10 Classic Books That Have Been Banned

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iStock

From the Bible to Harry Potter, some of the world's most popular books have been challenged for reasons ranging from violence to occult overtones. In honor of National Book Lovers Day, here's a look at 10 classic books that have stirred up controversy.

1. THE CALL OF THE WILD

The Call of the Wild, Jack London's 1903 Klondike Gold Rush-set adventure, was banned in Yugoslavia and Italy for being "too radical" and was burned by the Nazis because of the author's well-known socialist leanings.

2. THE GRAPES OF WRATH

Though The Grapes of Wrath—John Steinbeck's 1939 novel about a family of tenant farmers who are forced to leave their Oklahoma home for California because of economic hardships—earned the author both the National Book Award and a Pulitzer Prize, it also drew ire across America because some believed it promoted Communist values. Kern County, California (where much of the book took place) was particular incensed by Steinbeck's portrayal of the area and its working conditions, which they considered slanderous.

3. THE LORAX

The cover of Dr. Seuss' The Lorax
Google Play

Whereas some readers look at the title character Dr. Seuss's The Lorax and see a fuzzy little guy who "speaks for the trees," others saw the 1971 children's book as a dangerous piece of political commentary, with even the author reportedly referring to it as "propaganda."

4. ULYSSES

James Joyce's 1922 novel Ulysses may be one of the most important and influential works of the early 20th century, but it was also deemed obscene for both its language and sexual content—and not just in a few provincial places. In 1921, a group known as The New York Society for the Suppression of Vice successfully managed to keep the book out of the United States, and the United States Post Office regularly burned copies of it. But in 1933, the book's publisher, Random House, took the case—United States v. One Book Called Ulysses—to court, and ended up getting the ban overturned.

5. ALL QUIET ON THE WESTERN FRONT

In 1929, Erich Maria Remarque—a German World War I veteran—wrote the novel All Quiet on the Western Front, which gives an accounting of the extreme mental and physical stress the German soldiers faced during their time in the war. Perhaps unsurprisingly, the book's realism didn't sit well with Nazi leaders, who feared the book would deter their propaganda efforts.

6. ANIMAL FARM

The cover of George Orwell's Animal Farm
Public Domain, Wikimedia Commons

The original publication of Animal Farm, George Orwell's 1945 allegorical novella, was delayed in the UK because of its anti-Stalin themes. It was confiscated in Germany by Allied troops, banned in Yugoslavia in 1946, banned in Kenya in 1991, and banned in the United Arab Emirates in 2002.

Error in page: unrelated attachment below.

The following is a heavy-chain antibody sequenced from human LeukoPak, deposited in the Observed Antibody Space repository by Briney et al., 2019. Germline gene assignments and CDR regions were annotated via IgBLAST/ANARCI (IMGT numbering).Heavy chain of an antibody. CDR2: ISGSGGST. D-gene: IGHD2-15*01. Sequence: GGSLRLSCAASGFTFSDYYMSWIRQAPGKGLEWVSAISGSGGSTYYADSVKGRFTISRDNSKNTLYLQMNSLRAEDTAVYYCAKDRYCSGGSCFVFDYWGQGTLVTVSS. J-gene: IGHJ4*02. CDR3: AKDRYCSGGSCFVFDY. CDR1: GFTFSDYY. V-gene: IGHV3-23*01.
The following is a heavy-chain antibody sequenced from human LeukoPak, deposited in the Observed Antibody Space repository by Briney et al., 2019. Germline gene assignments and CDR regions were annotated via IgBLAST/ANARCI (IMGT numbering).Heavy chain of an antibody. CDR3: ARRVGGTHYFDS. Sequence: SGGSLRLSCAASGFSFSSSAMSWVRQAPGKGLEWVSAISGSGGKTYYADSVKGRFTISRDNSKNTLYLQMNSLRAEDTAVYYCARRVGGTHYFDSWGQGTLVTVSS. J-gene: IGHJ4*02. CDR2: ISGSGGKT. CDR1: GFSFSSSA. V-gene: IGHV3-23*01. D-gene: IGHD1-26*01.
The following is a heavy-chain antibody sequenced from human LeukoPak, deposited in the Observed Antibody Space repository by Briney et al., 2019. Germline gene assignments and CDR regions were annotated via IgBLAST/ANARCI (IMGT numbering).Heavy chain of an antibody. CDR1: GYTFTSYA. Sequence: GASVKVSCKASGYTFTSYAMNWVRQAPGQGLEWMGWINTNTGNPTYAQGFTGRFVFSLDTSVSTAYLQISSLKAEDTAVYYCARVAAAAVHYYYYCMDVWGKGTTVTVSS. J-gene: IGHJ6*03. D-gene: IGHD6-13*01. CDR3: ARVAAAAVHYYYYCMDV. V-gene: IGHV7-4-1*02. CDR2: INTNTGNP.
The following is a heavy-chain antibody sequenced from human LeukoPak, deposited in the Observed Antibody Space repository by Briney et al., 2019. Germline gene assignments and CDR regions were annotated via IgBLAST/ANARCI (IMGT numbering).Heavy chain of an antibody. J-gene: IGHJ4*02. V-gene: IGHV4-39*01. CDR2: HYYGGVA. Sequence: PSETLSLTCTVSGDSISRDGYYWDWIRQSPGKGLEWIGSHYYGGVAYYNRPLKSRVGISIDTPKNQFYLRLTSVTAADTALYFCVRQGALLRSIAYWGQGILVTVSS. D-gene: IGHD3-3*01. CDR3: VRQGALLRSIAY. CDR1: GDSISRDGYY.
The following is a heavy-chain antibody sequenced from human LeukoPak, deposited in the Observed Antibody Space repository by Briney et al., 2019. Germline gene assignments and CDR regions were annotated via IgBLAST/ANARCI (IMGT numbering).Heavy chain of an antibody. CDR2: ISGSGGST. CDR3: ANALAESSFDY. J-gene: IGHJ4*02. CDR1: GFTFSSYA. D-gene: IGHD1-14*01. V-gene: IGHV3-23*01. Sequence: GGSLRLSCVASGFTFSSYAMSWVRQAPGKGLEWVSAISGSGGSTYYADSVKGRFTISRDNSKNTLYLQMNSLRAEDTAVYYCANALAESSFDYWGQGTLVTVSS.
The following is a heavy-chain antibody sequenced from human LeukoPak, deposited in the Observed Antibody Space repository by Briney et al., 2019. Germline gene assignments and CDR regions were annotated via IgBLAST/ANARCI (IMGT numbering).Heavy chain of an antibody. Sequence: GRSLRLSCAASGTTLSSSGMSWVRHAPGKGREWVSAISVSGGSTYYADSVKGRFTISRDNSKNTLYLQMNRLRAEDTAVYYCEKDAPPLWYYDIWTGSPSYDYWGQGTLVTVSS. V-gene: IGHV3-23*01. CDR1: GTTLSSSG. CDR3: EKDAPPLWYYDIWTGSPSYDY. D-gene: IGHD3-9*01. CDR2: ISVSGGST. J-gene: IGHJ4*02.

7. AS I LAY DYING

Though many people consider William Faulkner's 1930 novel As I Lay Dying a classic piece of American literature, the Graves County School District in Mayfield, Kentucky disagreed. In 1986, the school district banned the book because it questioned the existence of God.

8. LOLITA

Sure, it's well known that Vladimir Nabokov's Lolita is about a middle-aged literature professor who is obsessed with a 12-year-old girl who eventually becomes his stepdaughter. It's the kind of storyline that would raise eyebrows today, so imagine what the response was when the book was released in 1955. A number of countries—including France, England, Argentina, New Zealand, and South Africa—banned the book for being obscene. Canada did the same in 1958, though it later lifted the ban on what is now considered a classic piece of literature—unreliable narrator and all.

9. THE CATCHER IN THE RYE

Cover of The Catcher in the Rye

Reading J.D. Salinger's The Catcher in the Rye has practically become a rite of passage for teenagers, but back when it was published in 1951, it wasn't always easy for a kid to get his or her hands on it. According to TIME, "Within two weeks of its 1951 release, J.D. Salinger’s novel rocketed to No. 1 on the New York Times best-seller list. Ever since, the book—which explores three days in the life of a troubled 16-year-old boy—has been a 'favorite of censors since its publication,' according to the American Library Association."

10. THE GIVER

The newest book on this list, Lois Lowry's 1993 novel The Giverabout a dystopia masquerading as a utopiawas banned in several U.S. states, including California and Kentucky, for addressing issues such as euthanasia.

15 Fascinating Facts About Beatrix Potter

Getty Images
Getty Images